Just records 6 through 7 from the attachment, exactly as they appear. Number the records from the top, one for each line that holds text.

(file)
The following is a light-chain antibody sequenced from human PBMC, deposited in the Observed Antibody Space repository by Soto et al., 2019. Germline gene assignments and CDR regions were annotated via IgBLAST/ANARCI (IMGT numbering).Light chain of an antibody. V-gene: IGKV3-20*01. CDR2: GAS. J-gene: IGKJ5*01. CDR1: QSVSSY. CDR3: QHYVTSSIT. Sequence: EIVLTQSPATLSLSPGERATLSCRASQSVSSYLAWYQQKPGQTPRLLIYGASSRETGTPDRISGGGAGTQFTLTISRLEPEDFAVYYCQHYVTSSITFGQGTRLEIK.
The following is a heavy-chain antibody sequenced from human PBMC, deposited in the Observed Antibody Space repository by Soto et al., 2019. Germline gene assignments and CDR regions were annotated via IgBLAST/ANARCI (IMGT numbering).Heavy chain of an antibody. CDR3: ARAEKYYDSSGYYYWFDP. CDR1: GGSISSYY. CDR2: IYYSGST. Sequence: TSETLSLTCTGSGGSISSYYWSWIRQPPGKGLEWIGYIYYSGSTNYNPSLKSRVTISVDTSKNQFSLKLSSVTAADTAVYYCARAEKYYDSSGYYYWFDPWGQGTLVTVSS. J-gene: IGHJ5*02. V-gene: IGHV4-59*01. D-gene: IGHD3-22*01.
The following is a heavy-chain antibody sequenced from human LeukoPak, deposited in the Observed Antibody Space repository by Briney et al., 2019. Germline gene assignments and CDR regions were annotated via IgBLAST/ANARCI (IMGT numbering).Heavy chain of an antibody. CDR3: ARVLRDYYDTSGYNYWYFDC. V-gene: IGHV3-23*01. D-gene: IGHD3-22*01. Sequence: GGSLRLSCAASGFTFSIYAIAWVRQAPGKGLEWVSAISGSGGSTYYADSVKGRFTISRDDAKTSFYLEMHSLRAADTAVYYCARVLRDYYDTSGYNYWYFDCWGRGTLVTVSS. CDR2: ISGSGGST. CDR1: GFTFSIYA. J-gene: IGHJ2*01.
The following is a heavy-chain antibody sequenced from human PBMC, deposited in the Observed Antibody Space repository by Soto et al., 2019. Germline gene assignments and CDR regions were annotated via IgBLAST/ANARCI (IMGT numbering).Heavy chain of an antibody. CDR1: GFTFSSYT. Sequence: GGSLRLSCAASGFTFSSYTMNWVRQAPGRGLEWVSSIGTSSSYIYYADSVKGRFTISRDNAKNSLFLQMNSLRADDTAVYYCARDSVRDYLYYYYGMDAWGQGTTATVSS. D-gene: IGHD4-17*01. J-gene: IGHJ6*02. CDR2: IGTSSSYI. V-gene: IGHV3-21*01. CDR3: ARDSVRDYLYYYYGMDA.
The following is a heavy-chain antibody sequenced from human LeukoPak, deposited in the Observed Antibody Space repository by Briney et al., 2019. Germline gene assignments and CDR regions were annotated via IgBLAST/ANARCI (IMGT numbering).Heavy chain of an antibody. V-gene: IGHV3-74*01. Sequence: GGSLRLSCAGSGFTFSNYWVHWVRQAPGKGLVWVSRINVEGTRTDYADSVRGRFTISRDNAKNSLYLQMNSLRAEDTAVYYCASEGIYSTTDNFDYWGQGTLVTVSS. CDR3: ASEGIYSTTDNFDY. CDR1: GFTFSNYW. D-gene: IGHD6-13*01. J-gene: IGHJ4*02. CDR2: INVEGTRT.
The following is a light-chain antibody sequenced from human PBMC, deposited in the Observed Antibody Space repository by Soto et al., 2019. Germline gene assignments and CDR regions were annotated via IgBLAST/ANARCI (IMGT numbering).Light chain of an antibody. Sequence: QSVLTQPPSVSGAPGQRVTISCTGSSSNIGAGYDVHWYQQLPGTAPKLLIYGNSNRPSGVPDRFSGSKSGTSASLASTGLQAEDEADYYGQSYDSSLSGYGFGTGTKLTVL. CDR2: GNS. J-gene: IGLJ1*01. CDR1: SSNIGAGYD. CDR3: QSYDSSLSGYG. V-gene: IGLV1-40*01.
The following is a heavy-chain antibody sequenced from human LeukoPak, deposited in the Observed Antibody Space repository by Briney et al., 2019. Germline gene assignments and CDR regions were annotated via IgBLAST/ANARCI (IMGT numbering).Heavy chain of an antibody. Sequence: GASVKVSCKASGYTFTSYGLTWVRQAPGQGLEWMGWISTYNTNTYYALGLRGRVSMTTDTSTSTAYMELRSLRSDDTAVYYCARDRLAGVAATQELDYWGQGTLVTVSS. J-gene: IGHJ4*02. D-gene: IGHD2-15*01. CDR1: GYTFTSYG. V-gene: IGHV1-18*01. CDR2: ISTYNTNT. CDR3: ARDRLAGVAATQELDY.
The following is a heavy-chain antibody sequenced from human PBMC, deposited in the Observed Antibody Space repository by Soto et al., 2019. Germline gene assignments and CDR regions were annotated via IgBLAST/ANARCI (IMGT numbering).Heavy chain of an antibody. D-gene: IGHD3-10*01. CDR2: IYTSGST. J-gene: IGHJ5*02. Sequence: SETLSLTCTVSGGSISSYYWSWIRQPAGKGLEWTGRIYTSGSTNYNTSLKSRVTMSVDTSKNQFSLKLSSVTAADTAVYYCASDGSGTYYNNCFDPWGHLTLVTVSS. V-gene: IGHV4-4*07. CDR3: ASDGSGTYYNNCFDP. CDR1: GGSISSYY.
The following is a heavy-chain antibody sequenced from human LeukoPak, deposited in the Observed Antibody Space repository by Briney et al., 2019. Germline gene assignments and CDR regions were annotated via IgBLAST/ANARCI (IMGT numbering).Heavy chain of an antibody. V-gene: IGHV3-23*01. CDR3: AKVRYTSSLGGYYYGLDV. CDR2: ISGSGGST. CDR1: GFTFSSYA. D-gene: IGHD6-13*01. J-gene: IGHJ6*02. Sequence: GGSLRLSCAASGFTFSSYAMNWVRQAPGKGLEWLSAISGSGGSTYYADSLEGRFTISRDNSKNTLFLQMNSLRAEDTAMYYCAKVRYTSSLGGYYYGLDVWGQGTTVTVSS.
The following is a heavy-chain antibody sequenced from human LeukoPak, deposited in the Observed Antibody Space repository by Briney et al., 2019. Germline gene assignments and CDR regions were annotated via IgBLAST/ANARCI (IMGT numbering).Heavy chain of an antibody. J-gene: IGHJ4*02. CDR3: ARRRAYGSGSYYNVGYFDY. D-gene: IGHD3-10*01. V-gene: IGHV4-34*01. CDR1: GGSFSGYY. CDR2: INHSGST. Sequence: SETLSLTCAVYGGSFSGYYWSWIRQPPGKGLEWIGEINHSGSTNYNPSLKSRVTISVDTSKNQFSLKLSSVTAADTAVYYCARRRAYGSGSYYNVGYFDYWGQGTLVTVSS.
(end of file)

The following is a light-chain antibody sequenced from human PBMC, deposited in the Observed Antibody Space repository by Soto et al., 2019. Germline gene assignments and CDR regions were annotated via IgBLAST/ANARCI (IMGT numbering).Light chain of an antibody. Sequence: QSVLTQPPSVSGAPGQRVTISCTGSSSNIGAGYDVHWYQQLPGTAPKLLIYGNSNRPSGVPDRFSGSKSGTSASLASTGLQAEDEADYYGQSYDSSLSGYGFGTGTKLTVL. CDR2: GNS. J-gene: IGLJ1*01. CDR1: SSNIGAGYD. CDR3: QSYDSSLSGYG. V-gene: IGLV1-40*01.
The following is a heavy-chain antibody sequenced from human LeukoPak, deposited in the Observed Antibody Space repository by Briney et al., 2019. Germline gene assignments and CDR regions were annotated via IgBLAST/ANARCI (IMGT numbering).Heavy chain of an antibody. Sequence: GASVKVSCKASGYTFTSYGLTWVRQAPGQGLEWMGWISTYNTNTYYALGLRGRVSMTTDTSTSTAYMELRSLRSDDTAVYYCARDRLAGVAATQELDYWGQGTLVTVSS. J-gene: IGHJ4*02. D-gene: IGHD2-15*01. CDR1: GYTFTSYG. V-gene: IGHV1-18*01. CDR2: ISTYNTNT. CDR3: ARDRLAGVAATQELDY.